Clementine used to belong to the Courage brewery estate — a fitting mascot for the students of the Royal School of Mines who are very fond of the more than occasional tipple.
Clementine I (1955) was a 1919 Aveling and Porter five-ton steam tractor
Clementine II is a 1926 Morris ‘T’ Type truck purchased in 1960
Royal School of Mines
Details and dimensions:
Clementine is a 1926 Morris ‘T’ Type one-ton truck.
The first Clementine was a five-ton Aveling and Porter steam traction engine. For fairly obvious reasons — need for a boiler certificate, extreme size, potential skin-scalding insurance nightmare, and so on — the Aveling and Porter became impractical, so she was replaced in 1960.
But Clem’s story starts many years before that…
At manufacture Clementine II was fitted with a ‘general utility’ body consisting of a flatbed with dropsides, a canvas tilt and removable bench seats on flatbed for use when carrying passengers.
Clem II was first registered on 13 October 1926 by Mr E.R. Courage of Edgcote, Banbury, Oxfordshire of the brewery estate bearing his name. At the time Mr Courage was moving estate from Essex to Edgcote. Clem was used to transport his belongings between the estates (a 220-mile trip). Later she was the used for general duties on the Edgcote estate until 1946, when she was returned to the Essex estate. There she remained until 1957.
In 1957 Clem was moved and stored at Sheringham Hall, Sheringham, Norfolk, under the ownership of a Mr Fitzpatrick. Not much is known about Mr Fitzpatrick or how he came to own Clem, but it is known that he kept her as part of a vehicle collection and offered her to a friend for regular use.
Meanwhile, back on campus, the RSM began looking for a new mascot. Students heard of a Morris in Norfolk and two students were despatched to see her. It was decided that the lorry would be ideal for the RSM. She was bought and towed back to London by a 1934 Ford lorry, becoming Clementine II, the RSM mascot in January 1960.
Clem enjoyed healthy notoriety as mascot until students disassembled her for a complete overhaul in 1976.
Unfortunately, the project lapsed and Clem was promptly forgotten. She might have been regulated to the dustbin of history but for a group of students more than 10 years later. They literally began the project sorting through boxes of parts.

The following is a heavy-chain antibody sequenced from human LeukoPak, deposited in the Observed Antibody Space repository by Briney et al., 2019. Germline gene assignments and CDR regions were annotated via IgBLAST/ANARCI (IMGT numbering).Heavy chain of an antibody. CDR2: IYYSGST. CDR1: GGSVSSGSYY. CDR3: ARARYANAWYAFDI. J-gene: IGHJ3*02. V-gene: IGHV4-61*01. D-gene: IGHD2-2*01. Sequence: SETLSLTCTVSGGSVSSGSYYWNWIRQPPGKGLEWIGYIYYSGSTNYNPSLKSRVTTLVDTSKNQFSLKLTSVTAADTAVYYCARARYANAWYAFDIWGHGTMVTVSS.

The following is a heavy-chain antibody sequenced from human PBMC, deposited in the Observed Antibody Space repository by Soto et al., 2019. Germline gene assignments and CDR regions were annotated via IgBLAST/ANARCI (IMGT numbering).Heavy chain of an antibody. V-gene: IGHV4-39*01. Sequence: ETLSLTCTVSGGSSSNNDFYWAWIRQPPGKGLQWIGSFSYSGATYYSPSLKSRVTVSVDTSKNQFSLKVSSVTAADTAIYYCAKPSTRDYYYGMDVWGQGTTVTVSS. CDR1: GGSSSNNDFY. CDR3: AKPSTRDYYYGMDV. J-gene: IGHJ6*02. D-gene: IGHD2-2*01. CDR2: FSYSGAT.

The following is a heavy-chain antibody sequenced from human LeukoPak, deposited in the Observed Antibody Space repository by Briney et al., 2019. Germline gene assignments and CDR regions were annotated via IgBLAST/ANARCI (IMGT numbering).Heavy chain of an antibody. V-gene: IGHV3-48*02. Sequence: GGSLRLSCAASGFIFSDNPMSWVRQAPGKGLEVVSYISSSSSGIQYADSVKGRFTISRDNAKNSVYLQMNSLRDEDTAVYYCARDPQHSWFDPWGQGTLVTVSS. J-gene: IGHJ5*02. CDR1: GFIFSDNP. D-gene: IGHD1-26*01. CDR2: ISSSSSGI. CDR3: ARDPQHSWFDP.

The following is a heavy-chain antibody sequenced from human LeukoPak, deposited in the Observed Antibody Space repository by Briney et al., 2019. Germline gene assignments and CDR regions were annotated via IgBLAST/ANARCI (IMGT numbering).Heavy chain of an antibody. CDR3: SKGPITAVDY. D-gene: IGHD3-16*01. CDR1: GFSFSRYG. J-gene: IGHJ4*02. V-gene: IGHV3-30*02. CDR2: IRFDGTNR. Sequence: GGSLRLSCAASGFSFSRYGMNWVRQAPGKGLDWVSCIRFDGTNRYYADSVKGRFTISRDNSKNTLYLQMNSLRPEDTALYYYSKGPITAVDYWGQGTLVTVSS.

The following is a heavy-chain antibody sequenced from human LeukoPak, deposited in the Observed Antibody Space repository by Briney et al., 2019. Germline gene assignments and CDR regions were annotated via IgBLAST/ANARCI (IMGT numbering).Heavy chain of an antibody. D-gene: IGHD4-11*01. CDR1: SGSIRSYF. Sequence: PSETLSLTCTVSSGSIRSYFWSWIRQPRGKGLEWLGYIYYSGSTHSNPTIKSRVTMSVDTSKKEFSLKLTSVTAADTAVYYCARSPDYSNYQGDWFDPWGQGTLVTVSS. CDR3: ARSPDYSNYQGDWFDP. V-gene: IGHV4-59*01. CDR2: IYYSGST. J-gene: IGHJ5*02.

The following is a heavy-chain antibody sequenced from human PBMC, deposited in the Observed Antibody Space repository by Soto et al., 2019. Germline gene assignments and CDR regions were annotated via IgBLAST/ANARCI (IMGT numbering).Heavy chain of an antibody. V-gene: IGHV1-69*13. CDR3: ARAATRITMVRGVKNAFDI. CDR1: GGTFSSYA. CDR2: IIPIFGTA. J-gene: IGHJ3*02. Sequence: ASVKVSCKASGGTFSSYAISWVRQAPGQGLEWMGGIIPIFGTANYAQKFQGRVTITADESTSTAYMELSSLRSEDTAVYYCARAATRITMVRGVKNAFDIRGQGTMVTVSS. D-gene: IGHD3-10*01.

It took more than a year to straighten her rolling chassis and rebuild the engine, “an amazing feat as we later discovered that the ignition timing was 15 degrees advanced and there was no main jet in the carburetter,” wrote Stephen Laing, a student at the time.
In the 1990s Laing wrote about the next steps:
The next step was the cosmetic work. The paint was kindly donated by Joseph Mason plc and applied by us. Most of Clem is original although a fair amount of the flatbed has had to be replaced due to rotten wood. The replacement pieces have been built to her original ‘general utility’ specification and it is hoped to build seats and a canvas tilt to complete the ‘general utility’ body.
The students of RSM have made Clem’s predicted restoration possible and her popularity continues. Every year Clem participates in the Historic Commercial Vehicle Society’s London to Brighton Run, as well as the Veteran Car Club run.
Clem spends most of the summer touring southern England at vintage vehicle and steam rallies, so don’t forget your tents!
Clem is the only mascot violated by her own constituent college!
Never, after Clementine was heroically rebuilt by RSM students in 1987.
Every year Clem participates in the Historic Commercial Vehicle Society’s London to Brighton Run as well as the Veteran Car Club run.
She collected her MOT certificate in 1987 after being completely rebuilt. Her 140-mile test drive between Axminster in Devon took 10 hours! It was a hot day and several stops with water were necessary.
- Stephen Laing, Captain of the RSM Motor Club, 30 September 1991, interview
- RSM Motor Club website
- Union Website
Does one’s involvement with Clementine work as a pick-up (line) in addition to a pick-up truck? Share your comments below.